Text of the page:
I’m glad to introduce our newest LomoAmigo, Ryan Cheah, otherwise known as shuttersentinel17. He’s quite the globe-trotter and even has tried the courageous feat of photographing strangers. Get to know more about Ryan as he is this week’s Community LomoAmigo!
Name: Ryan Cheah
Location: Kuala Lumpur (Now based in Cebu, Philippines)
Tell us about yourself. What do you do for a living? What are your interests?
Hello! My name is Ryan and I’m a designer – currently doing an internship at a furniture design studio in Cebu, Philippines. I follow English football avidly, particularly the red team of Manchester. I also enjoy spending time on the internet reading everything from BBC news to 9gag. Jokes aside, I like badminton, swimming and, of course, Lomography.
Why did you choose shuttersentinel17 as your nickname?
I wanted a username that was photography related, yet rhymed with something totally unrelated with the same initial – hence shutter and sentinel. The number 17 was my football squad number during secondary school and it was just something that had stuck with me and my usernames since then.
How long have you been a Lomographer and how did you find out about the Community?
It first started when I found my grandfather’s camera, a Seagull 203, back in late 2010. It wasn’t working but I had it repaired and started doing lots of research to learn about shooting in analogue. Subsequently, I came across the Lomography Community online and I bought my first Lomo camera, the Sprocket Rocket in February 2011.
What Lomography cameras do you use and which is your absolute favourite?
I also have a Polaroid SX-70 which I bid on eBay but unfortunately did not work! It’s hard to pick an absolute favourite as each camera has their own notable qualities. I think I would have to go with the LC-Wide for its wide angle lens, short focusing distance, quick operation and portability. As well, the Horizon Perfekt for its superb panoramas. When traveling, I usually carry both of them. But if we’re judging by sentimental value. it has to be the Seagull 203, you can also always bet on it to be a great conversation starter!
Is there a film you like best?
I love Lomography’s X Tungsten film. The images are just ethereal and I absolutely adore the purple hues. It’s a shame that they are not being produced anymore – I still have two rolls and I just couldn’t find myself to use them!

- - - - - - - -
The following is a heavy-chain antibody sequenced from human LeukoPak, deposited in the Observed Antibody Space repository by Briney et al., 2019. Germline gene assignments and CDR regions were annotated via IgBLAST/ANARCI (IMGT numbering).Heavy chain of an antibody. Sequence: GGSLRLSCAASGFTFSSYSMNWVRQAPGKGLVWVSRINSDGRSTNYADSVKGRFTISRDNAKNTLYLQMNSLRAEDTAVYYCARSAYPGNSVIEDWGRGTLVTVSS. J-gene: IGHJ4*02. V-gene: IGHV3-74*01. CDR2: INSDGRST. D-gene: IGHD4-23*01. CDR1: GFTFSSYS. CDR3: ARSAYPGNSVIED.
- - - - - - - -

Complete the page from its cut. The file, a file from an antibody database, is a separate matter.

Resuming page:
If you had to choose one picture, which one would be your favourite?
It has to be this shot I took in Venice. I was using the LC-Wide with an expired Fuji 64T II. It had been raining for the past 3 days and finally there was some sun on the day I was leaving. I got this near my hotel in the morning before I left for my flight – I was just trying to finish up the film but I did not expect a shot with expired film could have such an amazing result!
Tell us the most unforgettable, strangest, funniest, or worst photographic/Lomographic encounter you have ever had.
I wouldn’t call it an encounter, but more of how much of an impact it had on me – to the extent where I based my final year project on it. We had to design a lighting piece and I decided to do something related to analogue photography. I chose analogue photography since cameras capture light, but the refraction creates a different form of illumination than standard lightbulbs. I researched more about analogue cameras and eventually got the idea of a camera obscura in a table lamp, which acts like an eye for the lighting unit. I enjoyed the project as it allowed me to combine my passion in it and at simultaneously enhance my knowledge in the process. You can see the project here
You’ve taken many portraits of strangers; do you have any tips and tricks on approaching and photographing strangers?
If you’re using a Lomography camera then perhaps your job is already half done! They generally don’t look as intimidating as those huge DSLRs. For example, when you aim a colourful Diana F+ CMYK, the four essential colours of offset printing is sure to draw the attention of passerbys. Packed with the same features are the original Diana F+, this colourful clone will surely catch everyone’s attention. See the rest of the Diana Clones here!. By the time on-lookers have figured out what your gadget is, you can already capture their “what-on-earth-is-that” look. But then again, the best practice isn’t solely focus on getting the shot. Try mingling with them a bit and show interest in what they are doing. Ask a few questions or try to start a conversation, and then finally take some photos when they are comfortable with your presence.
If you could bring your cameras and film anywhere in the world right now, where would you go and why?
Ideally, I would like to visit the Salar de Uyuni (Uyuni salt flat) in Bolivia – it is where Muji’s famous panoramic poster was shot. The panoramic poster got me very interested in shooting panoramas. However, for a little more realistic choice, I would love to go to the locations where the Lord of the Rings are filmed in New Zealand!
What tips and tricks would you share for new Lomographers?
Start by shooting outdoors under the sun! Many newcomers into Lomography treated their first Lomographic cameras like a cell phone or digital camera and they take lots of indoor photos. Unless it has a light-meter like Lomo LC-A, or flash, the photos aren’t guarantted to be exposed correctly and Lomographers would give up easily after a couple of unsuccessful rolls. Shooting outdoors using a positive film then cross processing it offers a better chance at getting that kind of Lomographic photos they are expecting, which will of course increase their confidence to shoot, explore and learn more. So give it a go and head outdoors!
You can find more special photos in shuttersentinel17’s LomoHome. Be sure to check them out and perhaps strike a conversation with him and make a new Lomography Community friend!